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Nurse Breaks Silence, Reveals WWII Atrocity
TOKYO (Sept. 16) - The Toyama No. 5 apartment block is quiet at midday -
laundry flapping from balconies, old people taking an after-lunch stroll. But
the building and its nearby park may be sitting on a gruesome World War II
A wartime nurse has broken more than 60 years of silence to reveal her part
in burying dozens, perhaps hundreds, of bodies there as American forces
occupied the Japanese capital.
The way experts see it, these were no ordinary casualties of war, but
possible victims of Tokyo's shadowy wartime experiments on live prisoners of war -
an atrocity that has never been officially recognized by the Japanese
government, but is well documented by historians and participants.
The neighborhood on the west side of Tokyo is deeply troubled.
"I feel sorry for remains with such a sad history," said Teppei Kuroda, a
college senior who lives there. "I think they should be dug up and mourned
Their first burial was anything but dignified.
Former nurse Toyo Ishii says that during the weeks following Japan's
surrender on Aug. 15, 1945, she and colleagues at an army hospital at the site were
ordered to bury corpses, bones and body parts - she doesn't know how many -
before the Americans arrived.
A mass grave of between 62 and more than 100 possible war-experiment victims
was uncovered in a nearby area in 1989. But Ishii's account - publicly
released in June - could yield a far larger number and a firmer connection to Unit
731, Japan's dreaded germ and biological warfare outfit.
"If the bones are actually there, they are likely related to Unit 731
itself, because the facility that used to stand in that part of the compound was
closely linked to the unit," said Keiichi Tsuneishi, a Kanagawa University
history professor and expert on Japan's wartime biological warfare.
Ishii's disclosure led to a face-to-face meeting with Health Minister Jiro
Kawasaki and a government pledge to investigate. But it may be a long time
before anything is confirmed. Health Ministry official Jiro Yashiki rules out a
"People still live there and we can't visit each family to remind them of
the bones ... just imagine how they feel about it," he said. "What if we find
nothing after all the trouble?"
The 84-year-old nurse's story is the latest twist in the legacy of Japan's
rampage through Asia in the 1930s and '40s.
From its base in Japan-controlled Harbin, China, Unit 731 and related units
injected war prisoners with typhus, cholera and other diseases as research
into germ warfare, according to historians and former unit members. Unit 731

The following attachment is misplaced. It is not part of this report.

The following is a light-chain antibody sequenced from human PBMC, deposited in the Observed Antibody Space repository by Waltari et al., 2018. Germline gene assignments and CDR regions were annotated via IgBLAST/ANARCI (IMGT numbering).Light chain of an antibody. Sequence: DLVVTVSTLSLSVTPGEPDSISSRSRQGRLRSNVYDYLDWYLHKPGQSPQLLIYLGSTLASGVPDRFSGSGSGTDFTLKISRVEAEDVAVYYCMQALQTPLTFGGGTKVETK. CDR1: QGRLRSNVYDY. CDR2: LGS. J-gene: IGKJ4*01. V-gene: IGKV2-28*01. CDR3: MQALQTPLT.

also is believed to have performed vivisections and frozen prisoners to death
in endurance tests.
The 1989 find, during construction of a Health Ministry research institute
at the former army medical school site in Tokyo, revealed dozens of fragmented
thigh bones and skulls, some with holes drilled in them or sections cut out.
Police denied any evidence of a crime, and the bones were not properly
analyzed until two years later.
In 2001, the Health Ministry concluded that the remains - many of them of
non-Japanese Asians - were most likely from bodies used in "medical education"
or brought back from the war zone for analysis at the medical school.
The ministry said the bones could not be directly linked to Unit 731, though
it acknowledged that some interviewees had suggested they were shipped from
Manchuria, northern China, where the unit was based.
In 2002, the Health Ministry built a memorial repository for the bones. But
it has refused repeated requests for DNA tests from relatives of several
Chinese believed to have perished in Unit 731.
Ishii says she was never involved in nor knew about experiments on humans.
Her account dwells on the final chapter of the war and the rush to conceal it.
In an interview at her Tokyo home, she said she was assigned to the
hospital's oral surgery department in 1944.
She said the hospital had three morgues, where bodies with numbered tags
around their necks floated in a formalin-filled pool, awaiting dissection. Body
parts were preserved in bottles.
After the surrender, workers piled the bodies and bottles in carts and
brought them to empty lots in the compound, she said.
"We took the samples out of the glass containers and dumped them into the
hole," she wrote in a statement to the government in June. "We were going to be
in trouble, I was told, if American soldiers asked us about the specimens."
She said a hospital official told her years later that a public housing
complex for the families of senior doctors and hospital officials, including
himself, was built at the site to cover up the mass grave. That complex was later
replaced by Toyama No. 5.
Toyo Ishii, 84, revealed her role in burying dozens, perhaps hundreds, of
possible victims of Japan's wartime experiments on live prisoners of war in